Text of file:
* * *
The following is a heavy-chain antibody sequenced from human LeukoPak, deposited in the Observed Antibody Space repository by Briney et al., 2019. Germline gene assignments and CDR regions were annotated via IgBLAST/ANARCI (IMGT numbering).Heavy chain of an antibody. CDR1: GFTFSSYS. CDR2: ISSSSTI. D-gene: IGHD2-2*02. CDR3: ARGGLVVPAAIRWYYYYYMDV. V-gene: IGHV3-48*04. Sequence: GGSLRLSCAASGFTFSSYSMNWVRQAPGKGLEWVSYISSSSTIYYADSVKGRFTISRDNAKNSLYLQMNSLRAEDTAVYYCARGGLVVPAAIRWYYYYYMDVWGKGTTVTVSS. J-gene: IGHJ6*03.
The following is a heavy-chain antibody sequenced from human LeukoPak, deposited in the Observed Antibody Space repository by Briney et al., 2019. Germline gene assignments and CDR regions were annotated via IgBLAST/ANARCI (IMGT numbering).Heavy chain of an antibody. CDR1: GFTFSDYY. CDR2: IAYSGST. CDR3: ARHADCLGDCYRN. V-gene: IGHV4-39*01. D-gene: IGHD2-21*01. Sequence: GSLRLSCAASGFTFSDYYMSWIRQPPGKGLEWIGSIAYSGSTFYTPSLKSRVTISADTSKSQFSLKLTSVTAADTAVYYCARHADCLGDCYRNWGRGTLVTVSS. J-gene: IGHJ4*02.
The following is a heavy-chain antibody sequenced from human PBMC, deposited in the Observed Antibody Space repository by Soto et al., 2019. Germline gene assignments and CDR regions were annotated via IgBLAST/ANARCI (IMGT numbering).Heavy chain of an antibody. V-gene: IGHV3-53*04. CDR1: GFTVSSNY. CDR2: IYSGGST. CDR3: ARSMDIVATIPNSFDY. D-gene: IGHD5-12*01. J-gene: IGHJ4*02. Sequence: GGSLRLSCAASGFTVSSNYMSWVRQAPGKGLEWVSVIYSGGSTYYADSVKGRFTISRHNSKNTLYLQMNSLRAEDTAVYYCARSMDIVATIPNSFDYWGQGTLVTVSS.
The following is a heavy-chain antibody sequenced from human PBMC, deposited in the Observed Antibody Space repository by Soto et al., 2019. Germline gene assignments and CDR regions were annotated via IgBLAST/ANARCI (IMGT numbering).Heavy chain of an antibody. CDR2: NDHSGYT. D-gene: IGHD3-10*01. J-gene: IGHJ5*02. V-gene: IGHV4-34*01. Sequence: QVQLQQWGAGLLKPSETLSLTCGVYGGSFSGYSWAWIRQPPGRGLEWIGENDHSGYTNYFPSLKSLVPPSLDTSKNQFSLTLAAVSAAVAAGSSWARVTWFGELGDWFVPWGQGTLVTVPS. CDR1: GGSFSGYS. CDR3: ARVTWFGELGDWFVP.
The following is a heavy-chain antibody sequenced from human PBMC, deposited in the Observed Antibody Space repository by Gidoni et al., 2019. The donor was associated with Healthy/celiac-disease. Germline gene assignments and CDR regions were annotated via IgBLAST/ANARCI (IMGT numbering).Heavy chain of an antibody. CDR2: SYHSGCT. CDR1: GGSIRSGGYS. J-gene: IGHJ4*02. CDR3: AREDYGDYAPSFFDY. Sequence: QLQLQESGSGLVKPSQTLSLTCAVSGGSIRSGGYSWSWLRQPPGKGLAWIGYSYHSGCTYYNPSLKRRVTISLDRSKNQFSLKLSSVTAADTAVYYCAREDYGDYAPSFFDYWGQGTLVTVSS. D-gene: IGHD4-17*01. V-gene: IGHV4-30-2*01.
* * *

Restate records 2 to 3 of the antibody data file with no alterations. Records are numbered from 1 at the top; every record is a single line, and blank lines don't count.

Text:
The following is a heavy-chain antibody sequenced from human LeukoPak, deposited in the Observed Antibody Space repository by Briney et al., 2019. Germline gene assignments and CDR regions were annotated via IgBLAST/ANARCI (IMGT numbering).Heavy chain of an antibody. CDR1: GFTFSDYY. CDR2: IAYSGST. CDR3: ARHADCLGDCYRN. V-gene: IGHV4-39*01. D-gene: IGHD2-21*01. Sequence: GSLRLSCAASGFTFSDYYMSWIRQPPGKGLEWIGSIAYSGSTFYTPSLKSRVTISADTSKSQFSLKLTSVTAADTAVYYCARHADCLGDCYRNWGRGTLVTVSS. J-gene: IGHJ4*02.
The following is a heavy-chain antibody sequenced from human PBMC, deposited in the Observed Antibody Space repository by Soto et al., 2019. Germline gene assignments and CDR regions were annotated via IgBLAST/ANARCI (IMGT numbering).Heavy chain of an antibody. V-gene: IGHV3-53*04. CDR1: GFTVSSNY. CDR2: IYSGGST. CDR3: ARSMDIVATIPNSFDY. D-gene: IGHD5-12*01. J-gene: IGHJ4*02. Sequence: GGSLRLSCAASGFTVSSNYMSWVRQAPGKGLEWVSVIYSGGSTYYADSVKGRFTISRHNSKNTLYLQMNSLRAEDTAVYYCARSMDIVATIPNSFDYWGQGTLVTVSS.